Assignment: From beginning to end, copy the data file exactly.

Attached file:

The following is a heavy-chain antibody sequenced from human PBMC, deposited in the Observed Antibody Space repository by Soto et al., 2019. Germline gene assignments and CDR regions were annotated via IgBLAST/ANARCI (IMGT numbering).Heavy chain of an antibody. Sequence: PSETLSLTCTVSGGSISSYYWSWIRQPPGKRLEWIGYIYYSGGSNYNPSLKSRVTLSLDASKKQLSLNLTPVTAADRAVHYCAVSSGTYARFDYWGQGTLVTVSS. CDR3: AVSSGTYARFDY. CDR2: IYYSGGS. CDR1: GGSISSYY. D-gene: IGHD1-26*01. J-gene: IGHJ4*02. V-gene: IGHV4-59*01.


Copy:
The following is a heavy-chain antibody sequenced from human PBMC, deposited in the Observed Antibody Space repository by Soto et al., 2019. Germline gene assignments and CDR regions were annotated via IgBLAST/ANARCI (IMGT numbering).Heavy chain of an antibody. Sequence: PSETLSLTCTVSGGSISSYYWSWIRQPPGKRLEWIGYIYYSGGSNYNPSLKSRVTLSLDASKKQLSLNLTPVTAADRAVHYCAVSSGTYARFDYWGQGTLVTVSS. CDR3: AVSSGTYARFDY. CDR2: IYYSGGS. CDR1: GGSISSYY. D-gene: IGHD1-26*01. J-gene: IGHJ4*02. V-gene: IGHV4-59*01.